Number of patients 172 24 145 27
Age (years) 40,7 ± 20,9 50,4 ± 17,1 51 ± 18,8 36 ± 16,4
Male 53 % 50 % 40,7 % 62,9 %
Onset weeks (mean) 3,9 ± 2,3 2 5,6 ± 5,3
Liver involvement 94 % 54 % 85,2 % (23 patients)
Kidney involvement 8 % 17 % HD in 4 patients with pre-existing renal disease 33,3 % (9 patients)
Cases resulting in death 5,2 % 0 % 3,7 % (1 patients)
Autoimmune sequelae 23,4 % (34 patients)
Table 1: Comparison of clinical features and outcomes of patients affected by DRESS syndrome observed in four different mentioned studies. HD: chronic hemodialysis.

As described by Vlachopanos [12], DRESS syndrome after receiving Lenalidomide for multiple myeloma in people in renal replacement therapy has a very unfavorable course. According to literature (Table 2), the culprit drug should be withdrawn and, in cases of visceral involvement, systemic steroids are indicated (oral methylprednisolone 1 mg/kg/die with slow taper over 3-6 months). Rapid tapering is associated with relapse, like in our patient, and the benefit of antiviral medications is unclear. In severe and corticosteroid-resistant cases, other immunosuppressant medications including cyclosporine, azathioprine, and mycophenolate have been used, sometimes alongside adjunctive treatment with IVIG and plasmapheresis [13, 14]. In our experience IVIG has been a good ally to control DRESS syndrome relapse.

Primary disease Age Medical history Therapy Time after LND Virus Systemic involvement Treatment Reference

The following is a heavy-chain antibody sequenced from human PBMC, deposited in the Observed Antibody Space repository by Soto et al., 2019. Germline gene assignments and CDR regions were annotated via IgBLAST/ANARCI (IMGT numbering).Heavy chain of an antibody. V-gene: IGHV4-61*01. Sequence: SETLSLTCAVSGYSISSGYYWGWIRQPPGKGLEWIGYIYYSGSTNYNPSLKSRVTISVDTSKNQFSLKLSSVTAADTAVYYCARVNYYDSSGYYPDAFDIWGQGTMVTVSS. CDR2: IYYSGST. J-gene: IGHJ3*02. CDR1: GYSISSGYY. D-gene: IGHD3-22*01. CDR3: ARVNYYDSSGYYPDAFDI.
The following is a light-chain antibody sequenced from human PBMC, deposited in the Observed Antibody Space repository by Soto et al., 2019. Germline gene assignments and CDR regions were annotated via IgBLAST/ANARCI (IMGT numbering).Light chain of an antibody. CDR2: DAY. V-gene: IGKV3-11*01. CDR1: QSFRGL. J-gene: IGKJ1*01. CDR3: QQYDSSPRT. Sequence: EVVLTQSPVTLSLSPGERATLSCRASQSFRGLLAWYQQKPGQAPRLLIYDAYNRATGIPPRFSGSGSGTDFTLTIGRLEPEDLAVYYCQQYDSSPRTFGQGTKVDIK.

IgG kappa

65 years UN LND 25 mgA – DXSB 6 weeks No AIN


PS 80mg Shaaban H. et al [16]


IgG lambda

75 years Diabetes mellitus

hypertension heart failure

CKD stage III

LND 5 mgA – DXSB 4 weeks UN Acute on CKD MPSL 80 mg Shanbhag A. et al [17]
MM 78 years Hypertension

Diabetes mellitus

LND 25 mgA 4 weeks HHV-6 AKI


PS 20mg Foti C. et al [18]
MM 62 years CKD on hemodialysis LND 5 mgA 5 days UN Non erosive oropharyngeal  mucositis dysphagia PSL Vlachopanos G. et al [12]
MM 59 years UN Bortezomib-DXSB-LND 5-6 weeks HHV-6


None PS 20 mg/die Osada S. et al [19]


IgA lambda

67 years UN Carfilzomib-DXS-

LND 25 mgA

7 weeks CMV Hepatitis PSL 1mg/kg/die Relapse: IVI

G 0,5 g/kg/die for 4 days

Gajewska M. et al [20]
Table 2: Summary of lenalidomide-induced DRESS syndrome described in literature. Comparison of clinical features, multiple myeloma therapy, organ involvement of DRESS syndrome, virus reactivation and therapy.
Abbreviations: Multiple Myeloma: MM; Lenalidomide: LND; Dexamethasone: DXS; Prednisone: PS; Methylprednisolone: MPSL; Prednisolone: PSL; Unavailable: UN. A: Lenalidomide 25 mg/die on days 1-21 in 28-days cycle. B: Dexamethasone 40 mg/die once a week in 28-days cycle.


  1. The variety of drugs, the clinical course with slow resolution and relapse and HHV-6 reactivation suggest that drugs cannot be the sole etiology of DRESS.
  2. Drugs with immunomodulatory activity or immunosuppression could contribute to the hypersensitivity reaction of DRESS syndrome.
  3. Few cases of DRESS syndrome in end-stage kidney disease are reported in literature, but because of the increasing use of drugs and its several autoimmune sequelae, a broad workup and a multidisciplinary careful approach could help in diagnosis, treatment and follow-up.
  4. Patients affected by chronic kidney disease may develop renal failure if DRESS Syndrome is complicated by severe acute interstitial nephritis or vasculitis.
  5. Therapy: oral methylprednisolone 1 mg/kg/die with slow taper over 3-6 months; quick taper encourages relapse, which could be treated only with IVIG 0,5 g/kg for 4 days.